Thread-killing, round 666 (was Re: Lisp mentality vs. Python mentality)
nagle at animats.com
Wed Apr 29 06:36:16 CEST 2009
David Bolen wrote:
> Vsevolod <vseloved at gmail.com> writes:
>> On Apr 27, 11:31 pm, David Bolen <db3l.... at gmail.com> wrote:
>>> I'm curious - do you know what happens if threading is implemented as a
>>> native OS thread and it's stuck in an I/O operation that is blocked? How
>>> does the Lisp interpreter/runtime gain control again in order to execute
>>> the specified function? I guess on many POSIX-ish environments,
>>> internally generating a SIGALRM to interrupt a system operation might
>>> work, but it would likely have portability problems.
>> We're arguing to the old argument, who knows better, what the programmer
>> wants: language implementor or the programmer himself. AFAIK, Python
>> community is on former side, while Lisp one -- on the later. As always,
>> there's no right answer.
> Note I wasn't trying to argue anything, I was actually interested in how the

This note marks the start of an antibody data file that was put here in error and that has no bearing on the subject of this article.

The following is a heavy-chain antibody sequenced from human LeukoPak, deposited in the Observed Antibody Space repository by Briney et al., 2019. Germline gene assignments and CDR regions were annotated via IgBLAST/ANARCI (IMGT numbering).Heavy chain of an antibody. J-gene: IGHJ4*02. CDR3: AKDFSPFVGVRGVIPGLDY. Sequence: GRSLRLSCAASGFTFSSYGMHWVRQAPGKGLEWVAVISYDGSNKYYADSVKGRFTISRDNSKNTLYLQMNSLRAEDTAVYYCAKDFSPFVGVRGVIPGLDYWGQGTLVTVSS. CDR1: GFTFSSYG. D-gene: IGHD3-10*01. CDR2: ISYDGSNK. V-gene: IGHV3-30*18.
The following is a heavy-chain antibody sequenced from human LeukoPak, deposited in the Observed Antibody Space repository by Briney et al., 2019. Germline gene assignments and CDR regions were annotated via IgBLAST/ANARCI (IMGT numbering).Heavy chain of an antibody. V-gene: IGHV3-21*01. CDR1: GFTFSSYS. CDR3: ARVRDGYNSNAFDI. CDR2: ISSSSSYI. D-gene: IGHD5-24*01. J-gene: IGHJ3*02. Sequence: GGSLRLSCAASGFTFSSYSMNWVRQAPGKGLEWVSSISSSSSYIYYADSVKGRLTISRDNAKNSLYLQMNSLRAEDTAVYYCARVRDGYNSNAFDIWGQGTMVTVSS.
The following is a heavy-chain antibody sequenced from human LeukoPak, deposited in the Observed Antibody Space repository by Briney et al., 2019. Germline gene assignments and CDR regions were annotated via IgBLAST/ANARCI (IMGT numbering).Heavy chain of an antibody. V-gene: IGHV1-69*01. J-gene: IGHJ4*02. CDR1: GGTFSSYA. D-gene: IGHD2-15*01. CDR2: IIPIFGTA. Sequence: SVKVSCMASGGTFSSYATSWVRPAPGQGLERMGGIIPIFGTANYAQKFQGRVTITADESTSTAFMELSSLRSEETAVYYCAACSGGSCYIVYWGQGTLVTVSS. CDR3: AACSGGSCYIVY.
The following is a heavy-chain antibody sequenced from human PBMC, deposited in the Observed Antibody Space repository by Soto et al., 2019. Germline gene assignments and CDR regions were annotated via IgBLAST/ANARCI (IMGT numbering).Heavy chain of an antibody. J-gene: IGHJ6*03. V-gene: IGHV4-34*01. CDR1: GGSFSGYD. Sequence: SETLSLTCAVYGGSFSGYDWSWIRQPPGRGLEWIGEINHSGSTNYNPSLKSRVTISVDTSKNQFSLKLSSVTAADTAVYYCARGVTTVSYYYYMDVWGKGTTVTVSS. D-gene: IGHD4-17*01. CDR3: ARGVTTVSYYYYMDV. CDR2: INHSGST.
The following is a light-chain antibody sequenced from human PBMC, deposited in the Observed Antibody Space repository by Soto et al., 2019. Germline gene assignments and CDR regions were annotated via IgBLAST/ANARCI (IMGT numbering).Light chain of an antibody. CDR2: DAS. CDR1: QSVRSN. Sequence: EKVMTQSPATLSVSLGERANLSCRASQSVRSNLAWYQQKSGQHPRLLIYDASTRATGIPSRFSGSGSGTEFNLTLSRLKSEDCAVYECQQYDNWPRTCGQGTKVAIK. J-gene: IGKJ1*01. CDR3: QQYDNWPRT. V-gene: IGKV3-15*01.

> behavior is handled in Lisp? Do you know how the Lisp implementation of
> threads you spoke about handles this case?
> E.g., can the Lisp implementation you are familiar with actually kill such a
> thread blocked on an arbitrary external system or library call?
That's more of an OS thing.
Under QNX, the real-time operating system that does almost everything
by message passsing, all operations which block are not only interruptible,
but can be given a timeout. QNX has a well worked out system for interrupting
system calls and canceling threads in a sound way. If you really want to
see how this ought to work, look at QNX:
This sort of thing isn't used much. It's for emergencies, like "We just
lost the other CPU in the redundant pair. Cancel all nonessential threads
and take over control of the rolling mill NOW". Python doesn't do jobs
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